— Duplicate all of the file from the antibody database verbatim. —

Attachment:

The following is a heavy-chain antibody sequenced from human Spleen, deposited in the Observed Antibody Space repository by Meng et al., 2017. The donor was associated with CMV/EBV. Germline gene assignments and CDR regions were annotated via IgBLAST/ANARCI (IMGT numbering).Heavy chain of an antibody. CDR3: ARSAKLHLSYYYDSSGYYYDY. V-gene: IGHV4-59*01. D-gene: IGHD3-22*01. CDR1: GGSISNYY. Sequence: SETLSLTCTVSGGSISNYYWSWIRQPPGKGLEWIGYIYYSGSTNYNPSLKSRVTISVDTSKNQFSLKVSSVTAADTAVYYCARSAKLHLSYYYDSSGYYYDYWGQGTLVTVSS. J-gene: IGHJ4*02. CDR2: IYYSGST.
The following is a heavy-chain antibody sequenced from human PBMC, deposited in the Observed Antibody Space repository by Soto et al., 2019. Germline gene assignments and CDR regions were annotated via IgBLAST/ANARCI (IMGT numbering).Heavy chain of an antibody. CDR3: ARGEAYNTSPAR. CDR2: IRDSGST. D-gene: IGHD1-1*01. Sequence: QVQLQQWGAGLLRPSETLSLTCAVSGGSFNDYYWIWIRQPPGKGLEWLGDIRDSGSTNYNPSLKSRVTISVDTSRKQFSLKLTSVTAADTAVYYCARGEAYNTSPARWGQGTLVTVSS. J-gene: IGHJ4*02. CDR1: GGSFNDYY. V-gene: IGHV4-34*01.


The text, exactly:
The following is a heavy-chain antibody sequenced from human Spleen, deposited in the Observed Antibody Space repository by Meng et al., 2017. The donor was associated with CMV/EBV. Germline gene assignments and CDR regions were annotated via IgBLAST/ANARCI (IMGT numbering).Heavy chain of an antibody. CDR3: ARSAKLHLSYYYDSSGYYYDY. V-gene: IGHV4-59*01. D-gene: IGHD3-22*01. CDR1: GGSISNYY. Sequence: SETLSLTCTVSGGSISNYYWSWIRQPPGKGLEWIGYIYYSGSTNYNPSLKSRVTISVDTSKNQFSLKVSSVTAADTAVYYCARSAKLHLSYYYDSSGYYYDYWGQGTLVTVSS. J-gene: IGHJ4*02. CDR2: IYYSGST.
The following is a heavy-chain antibody sequenced from human PBMC, deposited in the Observed Antibody Space repository by Soto et al., 2019. Germline gene assignments and CDR regions were annotated via IgBLAST/ANARCI (IMGT numbering).Heavy chain of an antibody. CDR3: ARGEAYNTSPAR. CDR2: IRDSGST. D-gene: IGHD1-1*01. Sequence: QVQLQQWGAGLLRPSETLSLTCAVSGGSFNDYYWIWIRQPPGKGLEWLGDIRDSGSTNYNPSLKSRVTISVDTSRKQFSLKLTSVTAADTAVYYCARGEAYNTSPARWGQGTLVTVSS. J-gene: IGHJ4*02. CDR1: GGSFNDYY. V-gene: IGHV4-34*01.